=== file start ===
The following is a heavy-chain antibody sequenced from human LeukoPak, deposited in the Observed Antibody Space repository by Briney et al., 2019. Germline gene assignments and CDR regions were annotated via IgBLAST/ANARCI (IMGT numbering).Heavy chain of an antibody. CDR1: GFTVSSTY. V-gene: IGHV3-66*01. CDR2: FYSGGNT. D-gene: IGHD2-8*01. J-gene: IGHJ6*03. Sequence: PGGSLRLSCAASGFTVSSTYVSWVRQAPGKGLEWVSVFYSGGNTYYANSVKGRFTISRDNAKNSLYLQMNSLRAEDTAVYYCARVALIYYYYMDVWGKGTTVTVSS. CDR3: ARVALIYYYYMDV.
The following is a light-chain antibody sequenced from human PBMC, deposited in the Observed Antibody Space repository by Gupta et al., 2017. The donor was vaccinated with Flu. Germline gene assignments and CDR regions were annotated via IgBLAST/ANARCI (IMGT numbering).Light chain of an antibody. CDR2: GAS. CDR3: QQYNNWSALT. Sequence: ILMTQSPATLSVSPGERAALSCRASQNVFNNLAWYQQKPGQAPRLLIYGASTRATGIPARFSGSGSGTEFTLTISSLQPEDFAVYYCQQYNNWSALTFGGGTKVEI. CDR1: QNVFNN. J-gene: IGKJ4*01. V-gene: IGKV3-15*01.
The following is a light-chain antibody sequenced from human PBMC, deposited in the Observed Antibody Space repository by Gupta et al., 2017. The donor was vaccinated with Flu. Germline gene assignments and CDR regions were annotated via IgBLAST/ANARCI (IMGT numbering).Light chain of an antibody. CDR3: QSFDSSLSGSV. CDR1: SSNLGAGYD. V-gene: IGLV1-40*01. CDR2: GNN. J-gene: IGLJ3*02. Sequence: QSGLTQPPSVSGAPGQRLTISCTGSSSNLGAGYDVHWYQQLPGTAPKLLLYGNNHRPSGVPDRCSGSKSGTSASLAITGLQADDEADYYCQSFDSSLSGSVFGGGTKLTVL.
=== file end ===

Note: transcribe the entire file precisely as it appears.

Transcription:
The following is a heavy-chain antibody sequenced from human LeukoPak, deposited in the Observed Antibody Space repository by Briney et al., 2019. Germline gene assignments and CDR regions were annotated via IgBLAST/ANARCI (IMGT numbering).Heavy chain of an antibody. CDR1: GFTVSSTY. V-gene: IGHV3-66*01. CDR2: FYSGGNT. D-gene: IGHD2-8*01. J-gene: IGHJ6*03. Sequence: PGGSLRLSCAASGFTVSSTYVSWVRQAPGKGLEWVSVFYSGGNTYYANSVKGRFTISRDNAKNSLYLQMNSLRAEDTAVYYCARVALIYYYYMDVWGKGTTVTVSS. CDR3: ARVALIYYYYMDV.
The following is a light-chain antibody sequenced from human PBMC, deposited in the Observed Antibody Space repository by Gupta et al., 2017. The donor was vaccinated with Flu. Germline gene assignments and CDR regions were annotated via IgBLAST/ANARCI (IMGT numbering).Light chain of an antibody. CDR2: GAS. CDR3: QQYNNWSALT. Sequence: ILMTQSPATLSVSPGERAALSCRASQNVFNNLAWYQQKPGQAPRLLIYGASTRATGIPARFSGSGSGTEFTLTISSLQPEDFAVYYCQQYNNWSALTFGGGTKVEI. CDR1: QNVFNN. J-gene: IGKJ4*01. V-gene: IGKV3-15*01.
The following is a light-chain antibody sequenced from human PBMC, deposited in the Observed Antibody Space repository by Gupta et al., 2017. The donor was vaccinated with Flu. Germline gene assignments and CDR regions were annotated via IgBLAST/ANARCI (IMGT numbering).Light chain of an antibody. CDR3: QSFDSSLSGSV. CDR1: SSNLGAGYD. V-gene: IGLV1-40*01. CDR2: GNN. J-gene: IGLJ3*02. Sequence: QSGLTQPPSVSGAPGQRLTISCTGSSSNLGAGYDVHWYQQLPGTAPKLLLYGNNHRPSGVPDRCSGSKSGTSASLAITGLQADDEADYYCQSFDSSLSGSVFGGGTKLTVL.